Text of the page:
Never knowingly undersolved.

Guardian Cryptic 25827 Rufus

Posted by scchua on December 24th, 2012


Firstly, thank you to PeeDee, Andrew and BertandJoyce for filling in for me while I was away.  Also, a Merry Christmas and a Happy New Year to one and all at Fifteensquared.  In keeping with the times, today it’s a Christmas-y Rufus, with (I thought) a lot of CDs (or DCDs, if you like), even for this setter.  I was a bit slow finishing this, probably because of my lay-off.  Thanks to Rufus.  Definitions are underlined in the clues.  [[The pictures at the bottom have an unidentified link to the puzzle (sorry, nothing seasonal).  Please double-bracket any comments on them.]]

1 Head off disaster, having a party with fruit (7)

AVOCADO : “havoc”(disaster, or the aftermath of one) minus its initial letter(head off) plus(having) [A + DO(a party)].

5 They hold the shooters’ ammunition before the shelling starts (7)

PEAPODS : Cryptic defn: The containers of peas before they are shelled and the peas dried for ammunition for the toy weapon, the peashooter.

10 She takes part in a Victorian nativity play (4)

ANNA : Hidden in(part in a) “Victorian nativity“.

11 Happy 16 across turns out to be unauthentic (10)

APOCRYPHAL : Anagram of(turns out) “HAPPY CAROL(answer to 16 across)”.

12 Warming drink that takes some beating (6)

EGGNOG : Cryptic defn: The alcoholic;warming drink containing whipped;beaten eggs, associated with winter celebrations, like Christmas.

13 Crying, small boy rejects gift (8)

FLAGRANT : Reversal of(rejects) ALF(shortened;small name for a boy} + GRANT(a gift).

Answer: Reprehensible, as in “a crying shame”.

14 They put a word in when required on stage (9)

PROMPTERS : Cryptic defn: Those who supply the lines when actors on stage forget them.

16 Girl’s name on many people’s lips at Christmas (5)

CAROL : Cryptic defn: Also what many people sing at Christmas.

17 Cause embarrassment at a party (5)

ABASH : A + BASH(a party, especially one that’s lively).

19 Many awakening us with their 28 across (9)

CAROUSING : C(Roman numeral for 100;many) + AROUSING(awakening from, say, sleep).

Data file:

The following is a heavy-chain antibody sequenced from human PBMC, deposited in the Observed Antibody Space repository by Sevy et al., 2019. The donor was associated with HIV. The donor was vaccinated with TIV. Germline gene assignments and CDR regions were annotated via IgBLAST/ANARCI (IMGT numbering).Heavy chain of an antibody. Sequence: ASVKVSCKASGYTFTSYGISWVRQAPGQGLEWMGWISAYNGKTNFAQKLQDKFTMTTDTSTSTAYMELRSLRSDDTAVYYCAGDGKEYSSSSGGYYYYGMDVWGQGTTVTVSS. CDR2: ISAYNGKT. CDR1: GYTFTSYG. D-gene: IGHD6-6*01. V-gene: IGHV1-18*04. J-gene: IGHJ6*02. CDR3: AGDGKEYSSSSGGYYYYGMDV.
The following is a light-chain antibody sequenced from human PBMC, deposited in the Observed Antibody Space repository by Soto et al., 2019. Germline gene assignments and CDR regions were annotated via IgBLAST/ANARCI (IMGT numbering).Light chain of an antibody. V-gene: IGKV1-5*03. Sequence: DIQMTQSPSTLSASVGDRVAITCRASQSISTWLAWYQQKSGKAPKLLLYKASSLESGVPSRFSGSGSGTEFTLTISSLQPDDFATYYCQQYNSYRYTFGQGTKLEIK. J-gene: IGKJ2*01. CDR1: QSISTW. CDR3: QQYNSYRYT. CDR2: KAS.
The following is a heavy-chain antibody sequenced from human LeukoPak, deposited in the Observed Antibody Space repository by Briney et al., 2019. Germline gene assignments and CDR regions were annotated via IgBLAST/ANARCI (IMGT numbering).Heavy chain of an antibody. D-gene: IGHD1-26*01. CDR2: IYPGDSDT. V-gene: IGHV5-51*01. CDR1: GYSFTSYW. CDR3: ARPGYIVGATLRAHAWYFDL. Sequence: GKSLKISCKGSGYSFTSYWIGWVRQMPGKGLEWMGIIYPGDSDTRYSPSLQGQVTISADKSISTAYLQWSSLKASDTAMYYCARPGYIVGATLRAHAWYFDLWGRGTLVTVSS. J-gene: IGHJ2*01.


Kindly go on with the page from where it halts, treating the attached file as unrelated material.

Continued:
23 Touch of viral infection? Shiver! (4,4)

FEEL COLD : FEEL(to touch) + COLD(a viral infection, common around this time of year).

Answer: As a result of which, one shivers.

24 Marital relations welcomed over Christmas? (2-4)

IN-LAWS : Cryptic defn: Well, that’s the theory (hence the ??), but largely depends on what your MIL is like, doesn’t it?

26 Tonic water possibly keeps you warm over Christmas (6,4)

WINTER COAT : Anagram of(possibly) TONIC WATER.

27 Drink at Sheba’s place? (4)

BEER : Cryptic defn: Reference to the city of Beersheba in the Negev desert of southern Israel.

28 Noisy celebrations in back bar at the turn of the year (7)

REVELRY : Reversal of(back) LEVER(a bar with a fulcrum) plus(at the) reversal of(turn of the) YR(abbrev. for “year”).

29 They’re to be found in the stable at the inn (7)

OSTLERS : (Not very) cryptic defn: Archaic term for the stableman, especially at an inn. The predecessor of the modern day car valet (who could park your car, or groom it).

2 In grave trouble, certainly in a pickle (7)

VINEGAR : Anagram of(trouble) IN GRAVE.

Defn: and Answer: As either verbs or nouns.

3 A paper decoration from China (5)

CHAIN : Anagram of(from) CHINA.

Answer: A paper chain for decoration.

4 Drink to give us the shivers? (7)

DRAUGHT : Cryptic defn: Also what will give you a chill, if you happen to be in the path of one.

6 Organ swell may affect one’s hearing (6)

EARWAX : EAR(the sense organ of hearing) + WAX(to swell;increase in extent, like the moon waxing and waning.

7 Apt phrase to describe party wear? (5,4)

PAPER HATS : Anagram of(to describe) APT PHRASE.

8 Attracted by inconclusive result in game, not settled (5,2)

DRAWN TO : DRAW(a no-win, no-loss result in a game, nowadays, in knockout football at least, decided by a penalty shootout) + anagram of(settled) NOT.

9 16 across that provides glad tidings of rest with happiness (7,3,3)

COMFORT AND JOY : Cryptic defn: Reference to part of the lyrics of Christmas carol(answer to 16 across) “God Rest Ye Merry, Gentlemen”: “….brings tidings of comfort and joy…”

15 A Christmas overhead? (9)

MISTLETOE : Cryptic defn: A parasitic plant that’s hung as a Christmas decoration, with an ancient custom that a man and woman who met under it were obliged to kiss.  Apparently the name is derived from “dung-on-a-twig”, the plant propagating via birds that eat its berries, and the seeds then excreted by the birds onto twigs.

18 No deviation from a working party policy? (7)

BEELINE : BEE(a social gathering;party to perform some task;working, such as a sewing bee) + LINE(a policy, eg. of a political, or any other, group).

Answer: As imagined to be made by a bee heading straight for a flower.